These wrong turns inevitably led to anti-American sentiment often expressed via the term Yanqui Imperialism. It also had disastrous consequences in regard to Cuba and the missed opportunities which could have played a part in influencing the direction of the post-revolutionary government led by Fidel Castro.

The stories of Presidents who started off with stated best intentions, but who ended up pursuing short-sighted and reactionary policies are recapitulated. For instance, Woodrow Wilson’s desire that “material interests must never be made superior to human liberty” along with his pledge not to “seek one additional foot of territory by conquest” did not prevent him from eventually indulging in what could be termed ‘moral imperialism’ when it came to his neighbours. Under his stewardship, Haiti was invaded by US marines and occupied for a lengthy period of time.

Again, John F. Kennedy’s imaginative Alliance For Progress, which set the target for the alleviating of poverty and social inequality in the southern Americas, ended in failure as the perceived threat of communist influence led for instance to the stifling of a democratic alliance among political parties of the Dominican Republic in favour of a military government, the toleration of the morally degenerate regime of Haiti and the aforementioned missed opportunities in developing a constructive and mutually beneficial relationship with Castro’s Cuba.

It was this almost irrational fear of the spread of the perceived ‘Bolshevik bacillus’ which led to the unintended perpetuation of the murderous regimes of Rafael Trujillo in the Dominican Republic and Francois Duvalier in Haiti.

Von Tunzelmann’s pithy dissections of these dictators are masterful and in this context she relates the cynical manipulations employed by them in successfully soliciting financial aid and support under the pretext of fighting communism.

Both men went so far as to invent communist parties. On assuming power, it had been the unabashed aim of Duvalier that Haiti would become the ‘spoiled child’ of the United States and like his Dominican counterpart, he milked what he could out of the Americans by playing up to their fear of communist encroachment.

The propping up of these malodorous governments, on the basis of a brand of Yankee-style Realpolitik , was an unsettling but recurring feature of United States policy that had roots in the era pre-dating the challenge offered by Soviet and Chinese communism when the United States under the guidance of the Monroe Doctrine, determined to resist the re-establishment of military or commercial influence of the old colonial powers from Europe.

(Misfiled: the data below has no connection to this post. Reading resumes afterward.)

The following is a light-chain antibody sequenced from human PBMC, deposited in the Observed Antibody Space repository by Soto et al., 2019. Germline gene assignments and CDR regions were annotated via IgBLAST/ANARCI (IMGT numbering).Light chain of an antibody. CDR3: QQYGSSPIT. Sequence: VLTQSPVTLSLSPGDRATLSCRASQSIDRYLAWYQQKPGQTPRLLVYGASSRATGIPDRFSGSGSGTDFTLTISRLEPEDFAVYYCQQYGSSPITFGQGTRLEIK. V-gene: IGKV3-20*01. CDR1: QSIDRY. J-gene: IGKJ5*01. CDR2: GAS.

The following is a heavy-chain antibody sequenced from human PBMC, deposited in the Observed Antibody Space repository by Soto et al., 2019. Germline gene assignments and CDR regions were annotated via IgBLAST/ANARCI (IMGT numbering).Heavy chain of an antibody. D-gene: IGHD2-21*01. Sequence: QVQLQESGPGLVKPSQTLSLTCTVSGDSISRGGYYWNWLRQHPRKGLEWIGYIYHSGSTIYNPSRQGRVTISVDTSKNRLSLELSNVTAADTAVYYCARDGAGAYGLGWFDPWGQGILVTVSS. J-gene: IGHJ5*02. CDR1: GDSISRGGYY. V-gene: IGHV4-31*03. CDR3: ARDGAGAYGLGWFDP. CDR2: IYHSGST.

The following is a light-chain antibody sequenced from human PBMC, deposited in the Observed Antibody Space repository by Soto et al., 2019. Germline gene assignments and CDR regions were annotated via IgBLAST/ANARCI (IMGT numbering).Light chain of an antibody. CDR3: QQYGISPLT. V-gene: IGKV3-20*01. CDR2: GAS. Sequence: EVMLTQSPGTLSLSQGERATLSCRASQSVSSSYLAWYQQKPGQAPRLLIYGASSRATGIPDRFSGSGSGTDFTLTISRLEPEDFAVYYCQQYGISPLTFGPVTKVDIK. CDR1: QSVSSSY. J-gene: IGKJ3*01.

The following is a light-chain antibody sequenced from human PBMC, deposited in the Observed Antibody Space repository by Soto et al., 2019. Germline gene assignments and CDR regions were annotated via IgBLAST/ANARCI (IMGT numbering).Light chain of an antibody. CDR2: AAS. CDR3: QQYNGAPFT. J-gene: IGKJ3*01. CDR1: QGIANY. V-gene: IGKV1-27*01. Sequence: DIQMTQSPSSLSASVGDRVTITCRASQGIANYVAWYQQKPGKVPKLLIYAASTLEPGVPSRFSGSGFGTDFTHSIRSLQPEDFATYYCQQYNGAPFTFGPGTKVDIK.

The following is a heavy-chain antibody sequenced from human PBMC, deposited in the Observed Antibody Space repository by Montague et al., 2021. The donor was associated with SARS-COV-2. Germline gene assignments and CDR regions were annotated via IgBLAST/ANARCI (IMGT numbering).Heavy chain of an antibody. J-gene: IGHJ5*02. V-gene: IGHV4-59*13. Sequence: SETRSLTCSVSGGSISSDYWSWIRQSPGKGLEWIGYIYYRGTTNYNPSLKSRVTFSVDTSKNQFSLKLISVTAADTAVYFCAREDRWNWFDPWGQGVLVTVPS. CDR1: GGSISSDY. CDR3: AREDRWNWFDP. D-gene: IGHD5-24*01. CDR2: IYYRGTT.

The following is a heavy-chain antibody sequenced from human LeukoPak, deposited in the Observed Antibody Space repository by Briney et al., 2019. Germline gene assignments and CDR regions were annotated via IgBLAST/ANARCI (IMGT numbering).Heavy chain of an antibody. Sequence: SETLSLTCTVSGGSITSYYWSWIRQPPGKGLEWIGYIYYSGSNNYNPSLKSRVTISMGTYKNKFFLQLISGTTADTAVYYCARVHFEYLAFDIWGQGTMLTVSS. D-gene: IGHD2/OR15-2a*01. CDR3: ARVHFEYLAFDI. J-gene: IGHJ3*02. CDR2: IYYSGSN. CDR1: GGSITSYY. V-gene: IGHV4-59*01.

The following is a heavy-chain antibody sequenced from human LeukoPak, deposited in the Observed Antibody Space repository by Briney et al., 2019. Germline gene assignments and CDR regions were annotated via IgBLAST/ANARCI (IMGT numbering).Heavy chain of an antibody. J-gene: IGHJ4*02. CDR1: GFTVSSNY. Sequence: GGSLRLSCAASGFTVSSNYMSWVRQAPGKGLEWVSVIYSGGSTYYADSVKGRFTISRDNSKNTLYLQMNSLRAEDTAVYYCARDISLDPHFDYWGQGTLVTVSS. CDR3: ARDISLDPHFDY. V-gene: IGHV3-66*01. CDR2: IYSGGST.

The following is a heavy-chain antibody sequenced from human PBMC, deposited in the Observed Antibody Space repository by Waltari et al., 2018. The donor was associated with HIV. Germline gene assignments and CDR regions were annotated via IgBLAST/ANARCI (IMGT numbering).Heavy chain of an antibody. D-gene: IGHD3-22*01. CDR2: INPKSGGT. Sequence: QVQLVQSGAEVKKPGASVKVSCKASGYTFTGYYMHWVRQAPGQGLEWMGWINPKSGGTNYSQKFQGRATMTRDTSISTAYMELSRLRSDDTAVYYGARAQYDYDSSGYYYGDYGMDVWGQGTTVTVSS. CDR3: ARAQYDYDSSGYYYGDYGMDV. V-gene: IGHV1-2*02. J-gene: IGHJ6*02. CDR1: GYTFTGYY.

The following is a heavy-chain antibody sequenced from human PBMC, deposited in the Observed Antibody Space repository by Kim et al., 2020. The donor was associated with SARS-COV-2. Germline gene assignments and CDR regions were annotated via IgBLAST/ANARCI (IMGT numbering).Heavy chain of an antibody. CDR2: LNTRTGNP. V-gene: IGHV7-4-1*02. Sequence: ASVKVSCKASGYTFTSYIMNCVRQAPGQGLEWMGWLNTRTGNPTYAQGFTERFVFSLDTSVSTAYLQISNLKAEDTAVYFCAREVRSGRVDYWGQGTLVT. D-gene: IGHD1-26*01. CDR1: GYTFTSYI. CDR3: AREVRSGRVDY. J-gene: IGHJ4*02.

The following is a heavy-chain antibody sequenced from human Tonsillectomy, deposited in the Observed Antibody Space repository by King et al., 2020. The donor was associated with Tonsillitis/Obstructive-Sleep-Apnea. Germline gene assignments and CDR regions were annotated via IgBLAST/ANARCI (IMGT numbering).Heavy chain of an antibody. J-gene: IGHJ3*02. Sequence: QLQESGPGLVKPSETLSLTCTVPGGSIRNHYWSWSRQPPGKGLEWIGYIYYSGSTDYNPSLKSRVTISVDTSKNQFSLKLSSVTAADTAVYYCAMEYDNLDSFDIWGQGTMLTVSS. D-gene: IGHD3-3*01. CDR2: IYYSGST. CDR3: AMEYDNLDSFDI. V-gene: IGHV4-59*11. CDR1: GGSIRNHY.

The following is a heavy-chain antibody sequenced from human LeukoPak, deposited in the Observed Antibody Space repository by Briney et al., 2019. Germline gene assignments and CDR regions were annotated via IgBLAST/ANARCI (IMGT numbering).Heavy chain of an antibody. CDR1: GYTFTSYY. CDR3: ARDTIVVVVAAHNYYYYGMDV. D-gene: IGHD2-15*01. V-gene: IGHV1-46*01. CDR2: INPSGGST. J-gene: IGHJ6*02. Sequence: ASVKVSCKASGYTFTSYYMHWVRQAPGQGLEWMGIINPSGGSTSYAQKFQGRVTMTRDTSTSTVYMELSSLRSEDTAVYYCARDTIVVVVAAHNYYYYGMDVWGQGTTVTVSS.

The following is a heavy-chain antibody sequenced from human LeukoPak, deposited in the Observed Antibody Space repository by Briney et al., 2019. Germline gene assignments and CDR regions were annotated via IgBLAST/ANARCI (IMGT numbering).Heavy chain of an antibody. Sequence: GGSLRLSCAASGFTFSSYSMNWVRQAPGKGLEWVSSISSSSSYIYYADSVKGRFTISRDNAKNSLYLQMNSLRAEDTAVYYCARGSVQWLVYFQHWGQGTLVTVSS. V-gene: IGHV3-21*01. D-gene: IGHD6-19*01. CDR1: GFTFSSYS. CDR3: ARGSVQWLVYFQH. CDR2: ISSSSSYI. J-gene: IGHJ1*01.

The ‘He-may-be-a-sonafabitch-but-he’s-our-sonafabitch’ syndrome, an amoral and self-conscious justification in the apparent exercise of political pragmatism, continued to hold sway for long and remained intact despite the ostensible expurgations posited in the 1980s by Jean Kirkpatrick’s famous distinction between the support of regimes which were ‘totalitarian’ on the one hand and ‘authoritarian’ on the other.

Within the wider story are illuminating mini-biographies of the major players including the Castro brothers, Che Guevara, Nikita Khruschev and the Kennedy brothers: The evolving position of Fidel Castro from having been primarily a Cuban nationalist to his embrace of Marxism and an alliance with the Soviet Union.

Also, Bobby Kennedy’s transformation from strident anti-communist hawk to a ‘softer’, more enlightened position in terms of his understanding of the roots of poverty in Latin America and by extension his taking up of the cause of the downtrodden minorities of his country, is persuasively presented.

She also charts the improbable but radical metamorphosis of Francisco Caamano, the son of one of Trujillo’s generals, from die hard rightist to figurehead of a democratic movement who finally became a Cuban-trained guerrilla and was martyred in the process of attempting to overthrow the military regime installed by the Americans after it had snuffed out the burgeoning democratic coalition which was forming after the fall of the Trujillo regime.